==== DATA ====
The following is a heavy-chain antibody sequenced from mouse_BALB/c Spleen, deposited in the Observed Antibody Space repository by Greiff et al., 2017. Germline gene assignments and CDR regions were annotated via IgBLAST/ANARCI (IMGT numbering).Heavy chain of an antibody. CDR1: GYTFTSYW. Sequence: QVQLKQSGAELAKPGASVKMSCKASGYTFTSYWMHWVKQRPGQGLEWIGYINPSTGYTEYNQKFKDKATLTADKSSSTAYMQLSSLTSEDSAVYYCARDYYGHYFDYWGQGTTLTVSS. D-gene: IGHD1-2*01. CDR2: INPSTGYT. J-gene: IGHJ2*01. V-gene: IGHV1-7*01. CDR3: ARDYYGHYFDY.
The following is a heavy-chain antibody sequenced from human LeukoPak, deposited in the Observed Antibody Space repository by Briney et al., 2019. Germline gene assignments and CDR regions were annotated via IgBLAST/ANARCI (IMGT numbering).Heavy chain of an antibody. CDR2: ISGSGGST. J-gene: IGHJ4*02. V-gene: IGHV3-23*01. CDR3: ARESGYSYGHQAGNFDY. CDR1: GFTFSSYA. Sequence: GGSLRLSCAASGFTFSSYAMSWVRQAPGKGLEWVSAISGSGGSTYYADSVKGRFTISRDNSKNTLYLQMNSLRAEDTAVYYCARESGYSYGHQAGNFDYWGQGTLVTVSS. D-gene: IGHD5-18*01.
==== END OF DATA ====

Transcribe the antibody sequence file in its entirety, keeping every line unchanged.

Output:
The following is a heavy-chain antibody sequenced from mouse_BALB/c Spleen, deposited in the Observed Antibody Space repository by Greiff et al., 2017. Germline gene assignments and CDR regions were annotated via IgBLAST/ANARCI (IMGT numbering).Heavy chain of an antibody. CDR1: GYTFTSYW. Sequence: QVQLKQSGAELAKPGASVKMSCKASGYTFTSYWMHWVKQRPGQGLEWIGYINPSTGYTEYNQKFKDKATLTADKSSSTAYMQLSSLTSEDSAVYYCARDYYGHYFDYWGQGTTLTVSS. D-gene: IGHD1-2*01. CDR2: INPSTGYT. J-gene: IGHJ2*01. V-gene: IGHV1-7*01. CDR3: ARDYYGHYFDY.
The following is a heavy-chain antibody sequenced from human LeukoPak, deposited in the Observed Antibody Space repository by Briney et al., 2019. Germline gene assignments and CDR regions were annotated via IgBLAST/ANARCI (IMGT numbering).Heavy chain of an antibody. CDR2: ISGSGGST. J-gene: IGHJ4*02. V-gene: IGHV3-23*01. CDR3: ARESGYSYGHQAGNFDY. CDR1: GFTFSSYA. Sequence: GGSLRLSCAASGFTFSSYAMSWVRQAPGKGLEWVSAISGSGGSTYYADSVKGRFTISRDNSKNTLYLQMNSLRAEDTAVYYCARESGYSYGHQAGNFDYWGQGTLVTVSS. D-gene: IGHD5-18*01.